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Heavy-Duty Diesel Engine Cooling Systems PowerPoint PPT Presentation


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Heavy-Duty Diesel Engine Cooling Systems. Tom McKinley Cummins, Inc. Objectives. Provide background information useful to tomorrow’s lab project (Evaluation of a Water Cooled Exhaust Manifold). Topics covered: Typical heavy-duty (HD) diesel engine designs

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Heavy-Duty Diesel Engine Cooling Systems

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Heavy duty diesel engine cooling systems l.jpg

Heavy-Duty Diesel Engine Cooling Systems

Tom McKinley

Cummins, Inc.


Objectives l.jpg

Objectives

  • Provide background information useful to tomorrow’s lab project (Evaluation of a Water Cooled Exhaust Manifold). Topics covered:

    • Typical heavy-duty (HD) diesel engine designs

    • Common HD automotive diesel applications

    • Introduction to engine cooling systems

      • Arrangement

      • Development Tools

      • Design Constraints


Typical hd diesel engine design l.jpg

Typical HD Diesel Engine Design

  • 10 to 15 liters displacement

  • Inline-six

  • Turbocharged

  • Air-to-Air Aftercooling

  • 300-600 hp at 1600-2100 rpm

  • 1250-2000 lb-ft Max Torque at 1200 rpm

  • Dry weight 2000-2800 lb

  • Reliability/Durability

    • 250,000 mile/2 year base warranty

    • 500,000 mile/5 year extended warranty

    • 1,000,000 mile life expectation


Typical hd diesel engine application l.jpg

Typical HD Diesel Engine Application

  • 80,0000 lb GVW

  • 100,000 to 150,000 miles per year

  • 6 MPG

  • Operating range from sea level to >8,000 ft altitude

  • Ambient temperatures from below zero to 115 deg F


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Typical HD Diesel Engine Duty Cycle

  • Average load of 180-200 hp

  • Most of fuel used at “cruise” rpm of 1400-1700 rpm

  • Varying load at cruise due to operation of cruise control

  • Varying engine speed due to road speed changes in traffic or urban operation


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Thermo-Fluid Systems on HD Diesel Engines

  • Cooling System

  • Air Handling System

  • Lube System

  • Fuel System


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Engine Cooling System Layout

Qmnf

Qrad

Qhead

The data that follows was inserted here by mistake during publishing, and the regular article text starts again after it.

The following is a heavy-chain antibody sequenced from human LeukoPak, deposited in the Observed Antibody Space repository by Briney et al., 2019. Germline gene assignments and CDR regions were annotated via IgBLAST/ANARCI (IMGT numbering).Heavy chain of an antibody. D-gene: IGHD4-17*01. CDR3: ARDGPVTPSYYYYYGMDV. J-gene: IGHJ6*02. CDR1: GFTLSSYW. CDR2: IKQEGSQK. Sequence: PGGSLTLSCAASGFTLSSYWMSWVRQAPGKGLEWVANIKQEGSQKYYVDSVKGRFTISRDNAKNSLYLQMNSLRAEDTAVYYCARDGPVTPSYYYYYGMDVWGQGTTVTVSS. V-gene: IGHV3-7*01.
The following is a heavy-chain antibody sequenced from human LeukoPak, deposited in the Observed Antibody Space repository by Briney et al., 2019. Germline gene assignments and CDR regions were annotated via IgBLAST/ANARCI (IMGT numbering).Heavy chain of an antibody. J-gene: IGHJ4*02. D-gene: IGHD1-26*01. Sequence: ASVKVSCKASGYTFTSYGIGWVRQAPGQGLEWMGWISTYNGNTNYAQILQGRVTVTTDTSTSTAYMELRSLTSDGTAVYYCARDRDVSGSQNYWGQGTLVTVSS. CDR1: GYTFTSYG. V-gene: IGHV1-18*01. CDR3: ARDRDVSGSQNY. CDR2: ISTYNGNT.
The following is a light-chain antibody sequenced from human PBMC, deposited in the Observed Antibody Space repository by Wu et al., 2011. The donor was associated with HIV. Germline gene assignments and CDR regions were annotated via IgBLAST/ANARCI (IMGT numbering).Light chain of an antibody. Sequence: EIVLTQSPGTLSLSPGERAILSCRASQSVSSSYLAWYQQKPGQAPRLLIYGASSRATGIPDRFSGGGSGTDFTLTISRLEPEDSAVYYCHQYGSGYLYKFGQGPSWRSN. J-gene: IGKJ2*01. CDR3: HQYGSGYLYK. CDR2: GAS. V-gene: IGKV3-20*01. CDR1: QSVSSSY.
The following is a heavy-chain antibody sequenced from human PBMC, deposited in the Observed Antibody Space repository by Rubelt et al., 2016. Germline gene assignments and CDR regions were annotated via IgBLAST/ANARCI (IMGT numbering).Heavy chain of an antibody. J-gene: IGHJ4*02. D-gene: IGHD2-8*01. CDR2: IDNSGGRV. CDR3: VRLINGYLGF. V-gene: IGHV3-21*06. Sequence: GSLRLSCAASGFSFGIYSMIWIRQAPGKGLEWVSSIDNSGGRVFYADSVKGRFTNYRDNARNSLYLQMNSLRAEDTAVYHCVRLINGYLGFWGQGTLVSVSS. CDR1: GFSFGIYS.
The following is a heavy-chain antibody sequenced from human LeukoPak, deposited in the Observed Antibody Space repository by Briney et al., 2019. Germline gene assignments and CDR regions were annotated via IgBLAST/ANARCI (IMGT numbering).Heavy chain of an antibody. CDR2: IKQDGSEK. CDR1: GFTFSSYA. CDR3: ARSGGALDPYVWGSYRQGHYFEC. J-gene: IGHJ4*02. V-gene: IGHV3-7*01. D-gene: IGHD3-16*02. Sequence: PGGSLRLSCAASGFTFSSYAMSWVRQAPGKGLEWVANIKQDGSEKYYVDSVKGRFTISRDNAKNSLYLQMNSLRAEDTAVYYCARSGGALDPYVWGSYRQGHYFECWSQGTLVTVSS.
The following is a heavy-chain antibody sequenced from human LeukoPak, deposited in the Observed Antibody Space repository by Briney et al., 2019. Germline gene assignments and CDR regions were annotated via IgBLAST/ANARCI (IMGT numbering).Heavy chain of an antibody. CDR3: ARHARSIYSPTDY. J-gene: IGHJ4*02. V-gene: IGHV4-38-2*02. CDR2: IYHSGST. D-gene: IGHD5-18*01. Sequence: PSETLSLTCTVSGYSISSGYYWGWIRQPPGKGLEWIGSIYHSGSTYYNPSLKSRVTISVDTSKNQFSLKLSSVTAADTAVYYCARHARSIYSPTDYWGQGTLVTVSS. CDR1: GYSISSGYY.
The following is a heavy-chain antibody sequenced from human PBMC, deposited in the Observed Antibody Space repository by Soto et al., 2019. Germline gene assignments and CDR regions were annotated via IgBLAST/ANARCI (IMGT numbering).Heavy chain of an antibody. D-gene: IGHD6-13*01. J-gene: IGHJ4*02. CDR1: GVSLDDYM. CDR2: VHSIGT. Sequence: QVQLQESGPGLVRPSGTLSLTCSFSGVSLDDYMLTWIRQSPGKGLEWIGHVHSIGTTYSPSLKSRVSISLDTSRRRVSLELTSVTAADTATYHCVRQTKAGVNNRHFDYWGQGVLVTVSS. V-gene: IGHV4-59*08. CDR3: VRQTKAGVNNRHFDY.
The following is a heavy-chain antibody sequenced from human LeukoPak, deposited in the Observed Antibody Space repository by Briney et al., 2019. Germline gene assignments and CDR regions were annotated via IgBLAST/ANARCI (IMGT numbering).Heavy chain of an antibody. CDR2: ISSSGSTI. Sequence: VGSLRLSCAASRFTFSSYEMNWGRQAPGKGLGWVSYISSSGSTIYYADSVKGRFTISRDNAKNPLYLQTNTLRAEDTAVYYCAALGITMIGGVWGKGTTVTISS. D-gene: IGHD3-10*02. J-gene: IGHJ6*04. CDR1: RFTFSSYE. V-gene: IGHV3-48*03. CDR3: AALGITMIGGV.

+

Qblock

Qoil

Wpump


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Functions of the Cooling System

  • To prevent excessively high and low engine component temperatures

  • To provide a heat sink for the lube system

  • To reject engine heat to the ambient

  • To provide a heat source for the truck cab

  • To provide a coolant source for other OEM equipment (e.g. torque converter coolers, fuel heaters)

The optimal cooling system meets system requirements while

minimizing life cycle cost (initial cost, warranty/reliability,

operating/fuel cost). Tomorrow’s lab will give you the opportunity

to evaluate designs from a life cycle cost perspective.


Design control responsibilities l.jpg

Water Pump

Oil Cooler

Liners

Heads

Water Manifold/Water Header

Thermostat

Bypass

Radiator

Charge Air Cooler

Freon Condenser

Radiator Fan

Fan Drive (Drive Ratio, Fan Clutch)

Fan Shroud

Air Dams

Cab Heater

Auxiliary Coolers

Design Control Responsibilities

Engine Manufacturer

Truck Manufacturer


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Cooling System Development Techniques

  • Water Pump Performance Testing

  • Engine Flow Stand

  • Flow Bench

  • Flow Circuit Simulation

  • CFD Analysis

  • FE Analysis

  • Thermal Mapping Test

  • Oil Cooler Performance Testing

  • Chassis Dyno


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Cooling System Constraints


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Water Pump Performance Test

  • Used to determine:

    • Pump capacity (flow rate) as a function of pressure rise and pump speed

    • Pump efficiency and parasitic power

    • NPSH and cavitation temperature


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Water Pump Cavitation

  • What is It?

    • The formation of vapor at the pump inlet due to local pressures dropping below the saturation pressure.

  • When does it Occur?

    • High coolant temperatures (high saturation pressure)

    • High coolant flow rate (low local static pressure)

  • Why is it Important?

    • Leads to a reduction of pump flow rate, therefore lower radiator effectiveness, therefore higher coolant temps, therefore more cavitation (runaway coolant temperatures)